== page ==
Final question: Why do long-run stocks returns tend to be higher if you invest during a crisis? The academic research has examined quite a few reasons. Let me mention two: First, studies in behavioral finance suggest that many investors may simply extrapolate from the current losses and become overly pessimistic about the stock market, leading to undervaluation during a crisis. Second, professional asset managers, who hold more than 60% of the U.S. stock market, may not want to aggressively buy stocks during a crisis due to pressures from their clients, creditors, and high market volatilities. The logic behind the second reason also suggests that everyday investors may need to limit their stock holdings if they anticipate short-term liquidity needs. You probably don’t want to invest in a highly volatile market when you need your money back to pay your bill next month.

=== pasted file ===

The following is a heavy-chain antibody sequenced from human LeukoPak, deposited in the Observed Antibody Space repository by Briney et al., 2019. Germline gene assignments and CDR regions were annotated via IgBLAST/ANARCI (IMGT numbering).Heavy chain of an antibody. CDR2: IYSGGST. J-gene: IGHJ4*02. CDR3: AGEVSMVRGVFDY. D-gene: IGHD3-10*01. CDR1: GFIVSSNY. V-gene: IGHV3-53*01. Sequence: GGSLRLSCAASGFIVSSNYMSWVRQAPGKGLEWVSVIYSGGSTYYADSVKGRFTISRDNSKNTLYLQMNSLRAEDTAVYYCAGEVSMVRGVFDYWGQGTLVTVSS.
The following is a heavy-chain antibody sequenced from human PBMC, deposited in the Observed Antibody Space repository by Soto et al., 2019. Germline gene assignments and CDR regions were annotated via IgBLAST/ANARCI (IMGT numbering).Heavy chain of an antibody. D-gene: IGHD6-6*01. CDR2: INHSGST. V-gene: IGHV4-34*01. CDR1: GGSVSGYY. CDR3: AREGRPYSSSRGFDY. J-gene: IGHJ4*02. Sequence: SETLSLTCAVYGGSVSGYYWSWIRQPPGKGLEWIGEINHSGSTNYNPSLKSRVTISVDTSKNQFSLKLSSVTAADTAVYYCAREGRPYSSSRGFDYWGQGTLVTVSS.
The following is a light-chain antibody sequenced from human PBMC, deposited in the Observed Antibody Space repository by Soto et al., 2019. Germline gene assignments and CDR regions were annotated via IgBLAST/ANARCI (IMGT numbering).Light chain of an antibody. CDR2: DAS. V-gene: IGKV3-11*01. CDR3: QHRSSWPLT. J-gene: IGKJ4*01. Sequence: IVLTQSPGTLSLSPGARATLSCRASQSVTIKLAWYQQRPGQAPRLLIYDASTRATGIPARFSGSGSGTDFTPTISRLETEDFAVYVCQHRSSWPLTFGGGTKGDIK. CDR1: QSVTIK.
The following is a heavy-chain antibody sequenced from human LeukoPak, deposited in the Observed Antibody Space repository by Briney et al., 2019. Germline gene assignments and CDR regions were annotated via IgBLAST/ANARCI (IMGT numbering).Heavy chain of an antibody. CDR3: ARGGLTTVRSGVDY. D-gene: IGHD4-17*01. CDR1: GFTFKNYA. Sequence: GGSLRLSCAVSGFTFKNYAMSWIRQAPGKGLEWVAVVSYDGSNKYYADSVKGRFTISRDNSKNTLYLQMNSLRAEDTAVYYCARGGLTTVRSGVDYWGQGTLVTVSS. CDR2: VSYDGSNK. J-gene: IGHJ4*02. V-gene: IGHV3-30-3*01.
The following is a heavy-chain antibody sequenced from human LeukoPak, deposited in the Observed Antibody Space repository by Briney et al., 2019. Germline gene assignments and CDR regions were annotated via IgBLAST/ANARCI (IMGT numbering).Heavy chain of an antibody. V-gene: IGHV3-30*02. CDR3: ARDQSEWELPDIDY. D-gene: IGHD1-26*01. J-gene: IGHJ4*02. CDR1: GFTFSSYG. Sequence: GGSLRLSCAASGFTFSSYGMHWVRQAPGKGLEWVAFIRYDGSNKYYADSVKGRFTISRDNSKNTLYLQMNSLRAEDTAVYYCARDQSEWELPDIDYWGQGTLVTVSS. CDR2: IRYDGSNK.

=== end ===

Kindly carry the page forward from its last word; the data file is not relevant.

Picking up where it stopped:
There is plenty of uncertainty. A reasonable strategy has to be cautious. If you anticipate short-term liquidity needs, you might want to consider staying away from the current volatile market. On the other hand, historically, the long-run returns from investing in the stock market during a crisis have been higher than during an economic boom. We think we also understand some reasons behind this pattern for long-run returns. Finally, the most rewarding investment, which is often overlooked, is to invest in your human capital. Staying away from the virus may turn out to be the best investment.

*These calculations are based on the data from Robert Shiller’s website: